As I have stated it's quite common for us to have a single officer responding. In fact it happens periodically that we have no officers respond to an incident. And as I have stated, fue to the fasct that of all the officers, I live the farthest from the majority of the district, it's very likely that if I am the only officer on-scene for initial attack, there will be no other officers responding.
The fact is I want to command the incident from the exterior. I want to be able to face to face with the crew from that AMA engine rather than give them directions via the radio. And I want to not have to worry about changing channels from fireground to page to talk to 911 or fumblwe with a completely different radio to talk to my combo department if they are responding MA while trying to operate interior.
And yes, i want to see fire conditions for myself from the exterior and walkaround the building a couple of times in the first 5 minutes.
And yes, that may slow down fire conditions interior, or may preclude interior fire attack due to limited manpower or experience issues until the AMA engine arrives. But that is how I like to run my scenes.
If you like interior working command, have at it.
Perhaps it is time to rethink the logic of having the entire officer corps of your Volly FD working out of town as career firefighters. If they are on overtime, or are called back for a major incident, and you are involved at your paid job with an incident there is a real possibility you will have absolutely no officers at all to respond to an incident. Maybe it is time to reward some of your vollies that have shown some initiative by getting certified by making them officers so at least you can have a higher possibility of at least one officer responding or multiple officers to run an incident. Because frankly your current system lacks sufficient command and control counting on one officer to be command, safety, and operations for the entire incident. By lacking command and control it is severely lacking in overall firefighter safety.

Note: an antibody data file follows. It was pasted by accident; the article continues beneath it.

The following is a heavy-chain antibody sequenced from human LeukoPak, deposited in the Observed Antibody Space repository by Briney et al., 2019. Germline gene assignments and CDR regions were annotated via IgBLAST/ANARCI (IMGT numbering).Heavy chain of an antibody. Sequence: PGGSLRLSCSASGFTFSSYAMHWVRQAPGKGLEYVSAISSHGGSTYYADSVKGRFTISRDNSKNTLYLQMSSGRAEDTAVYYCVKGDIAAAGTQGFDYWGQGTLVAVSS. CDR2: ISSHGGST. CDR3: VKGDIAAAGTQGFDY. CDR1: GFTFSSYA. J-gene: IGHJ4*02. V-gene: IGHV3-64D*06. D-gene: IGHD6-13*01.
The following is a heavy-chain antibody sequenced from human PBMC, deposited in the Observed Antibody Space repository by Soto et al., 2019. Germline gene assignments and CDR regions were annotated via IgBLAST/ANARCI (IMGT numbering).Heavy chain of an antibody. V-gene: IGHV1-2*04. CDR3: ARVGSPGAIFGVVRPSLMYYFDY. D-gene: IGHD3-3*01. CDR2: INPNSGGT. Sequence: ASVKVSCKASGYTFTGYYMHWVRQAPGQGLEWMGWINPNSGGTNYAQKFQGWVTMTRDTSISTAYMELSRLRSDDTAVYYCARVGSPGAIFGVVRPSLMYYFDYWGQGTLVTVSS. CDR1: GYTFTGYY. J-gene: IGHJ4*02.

We have identified that as an issue, and we likely are going to promote one member to Captain and at least one, and possibly 2 to LT this summer through a competetive process.
We have been holding off due to our low membershiop. the Chief has been very concerned about the officer to member ratio.
That being said, we have been working for the past year with the senior firefighters in terms of training regarding command and size-up. We have been putting them in the officer role during training as well as at scenes as, I have stated earlier, it's happens periodically that no officers respond and they have to assume that role.
As you have pointed out severe weather or amajor event can, and has impacted our ability to respond officers.